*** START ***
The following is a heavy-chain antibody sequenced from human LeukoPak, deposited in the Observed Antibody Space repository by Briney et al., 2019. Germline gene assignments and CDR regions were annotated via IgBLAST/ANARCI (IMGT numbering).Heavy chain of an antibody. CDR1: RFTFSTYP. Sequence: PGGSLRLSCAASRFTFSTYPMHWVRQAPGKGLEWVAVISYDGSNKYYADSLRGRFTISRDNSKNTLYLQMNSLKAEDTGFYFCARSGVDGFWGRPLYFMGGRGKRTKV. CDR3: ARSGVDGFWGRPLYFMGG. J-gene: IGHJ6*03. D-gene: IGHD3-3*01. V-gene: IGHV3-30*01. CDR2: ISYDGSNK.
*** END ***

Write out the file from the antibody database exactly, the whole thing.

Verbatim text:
The following is a heavy-chain antibody sequenced from human LeukoPak, deposited in the Observed Antibody Space repository by Briney et al., 2019. Germline gene assignments and CDR regions were annotated via IgBLAST/ANARCI (IMGT numbering).Heavy chain of an antibody. CDR1: RFTFSTYP. Sequence: PGGSLRLSCAASRFTFSTYPMHWVRQAPGKGLEWVAVISYDGSNKYYADSLRGRFTISRDNSKNTLYLQMNSLKAEDTGFYFCARSGVDGFWGRPLYFMGGRGKRTKV. CDR3: ARSGVDGFWGRPLYFMGG. J-gene: IGHJ6*03. D-gene: IGHD3-3*01. V-gene: IGHV3-30*01. CDR2: ISYDGSNK.